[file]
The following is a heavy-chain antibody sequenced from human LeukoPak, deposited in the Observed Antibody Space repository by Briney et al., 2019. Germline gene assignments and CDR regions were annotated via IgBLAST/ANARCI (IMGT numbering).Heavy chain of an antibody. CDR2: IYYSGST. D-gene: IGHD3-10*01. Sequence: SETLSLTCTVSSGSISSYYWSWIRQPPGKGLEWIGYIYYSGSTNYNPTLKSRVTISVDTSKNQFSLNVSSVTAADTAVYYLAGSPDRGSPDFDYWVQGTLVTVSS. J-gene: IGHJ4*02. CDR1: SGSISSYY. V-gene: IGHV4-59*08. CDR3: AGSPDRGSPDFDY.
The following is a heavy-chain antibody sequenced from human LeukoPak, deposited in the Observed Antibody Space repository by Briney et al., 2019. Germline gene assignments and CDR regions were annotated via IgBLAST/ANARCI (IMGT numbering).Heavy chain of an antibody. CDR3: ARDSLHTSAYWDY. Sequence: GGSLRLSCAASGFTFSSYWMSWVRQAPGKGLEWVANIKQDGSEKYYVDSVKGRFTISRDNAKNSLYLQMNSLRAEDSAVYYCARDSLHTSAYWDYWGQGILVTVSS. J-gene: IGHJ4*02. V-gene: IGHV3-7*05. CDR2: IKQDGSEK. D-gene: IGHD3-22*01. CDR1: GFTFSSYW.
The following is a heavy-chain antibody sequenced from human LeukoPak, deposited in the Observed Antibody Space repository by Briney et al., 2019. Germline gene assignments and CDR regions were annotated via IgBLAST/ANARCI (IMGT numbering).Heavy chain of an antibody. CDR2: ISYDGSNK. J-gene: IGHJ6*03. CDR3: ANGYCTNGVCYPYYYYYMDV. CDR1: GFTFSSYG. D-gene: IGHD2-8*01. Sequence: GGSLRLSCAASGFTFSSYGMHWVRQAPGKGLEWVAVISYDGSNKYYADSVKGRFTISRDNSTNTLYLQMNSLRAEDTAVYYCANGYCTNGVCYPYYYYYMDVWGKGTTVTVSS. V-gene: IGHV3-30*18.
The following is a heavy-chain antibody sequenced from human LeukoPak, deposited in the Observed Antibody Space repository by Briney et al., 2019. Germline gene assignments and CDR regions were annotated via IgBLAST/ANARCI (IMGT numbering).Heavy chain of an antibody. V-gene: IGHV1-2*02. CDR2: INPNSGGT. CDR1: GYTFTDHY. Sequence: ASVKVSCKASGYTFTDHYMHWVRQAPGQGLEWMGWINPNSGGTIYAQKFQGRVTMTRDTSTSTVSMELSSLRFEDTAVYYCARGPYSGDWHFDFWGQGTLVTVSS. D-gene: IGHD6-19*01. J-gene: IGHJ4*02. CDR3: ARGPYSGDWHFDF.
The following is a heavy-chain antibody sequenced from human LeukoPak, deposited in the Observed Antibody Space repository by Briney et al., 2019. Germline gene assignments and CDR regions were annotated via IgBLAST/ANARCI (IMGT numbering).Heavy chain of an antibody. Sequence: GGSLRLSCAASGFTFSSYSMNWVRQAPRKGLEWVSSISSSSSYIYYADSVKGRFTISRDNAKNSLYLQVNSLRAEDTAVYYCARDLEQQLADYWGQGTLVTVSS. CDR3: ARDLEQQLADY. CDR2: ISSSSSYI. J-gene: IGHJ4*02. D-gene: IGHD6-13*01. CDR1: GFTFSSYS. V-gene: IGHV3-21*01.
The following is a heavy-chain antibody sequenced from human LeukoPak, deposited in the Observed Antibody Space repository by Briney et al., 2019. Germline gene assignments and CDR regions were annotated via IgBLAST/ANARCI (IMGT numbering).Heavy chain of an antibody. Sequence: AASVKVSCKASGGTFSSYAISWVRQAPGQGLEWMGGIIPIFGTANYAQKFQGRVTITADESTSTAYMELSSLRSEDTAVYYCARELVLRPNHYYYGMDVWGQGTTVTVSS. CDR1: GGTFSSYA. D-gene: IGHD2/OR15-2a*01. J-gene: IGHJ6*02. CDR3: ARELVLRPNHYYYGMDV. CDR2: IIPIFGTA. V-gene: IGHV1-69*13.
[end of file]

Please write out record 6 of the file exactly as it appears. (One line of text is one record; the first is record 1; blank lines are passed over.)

The following is a heavy-chain antibody sequenced from human LeukoPak, deposited in the Observed Antibody Space repository by Briney et al., 2019. Germline gene assignments and CDR regions were annotated via IgBLAST/ANARCI (IMGT numbering).Heavy chain of an antibody. Sequence: AASVKVSCKASGGTFSSYAISWVRQAPGQGLEWMGGIIPIFGTANYAQKFQGRVTITADESTSTAYMELSSLRSEDTAVYYCARELVLRPNHYYYGMDVWGQGTTVTVSS. CDR1: GGTFSSYA. D-gene: IGHD2/OR15-2a*01. J-gene: IGHJ6*02. CDR3: ARELVLRPNHYYYGMDV. CDR2: IIPIFGTA. V-gene: IGHV1-69*13.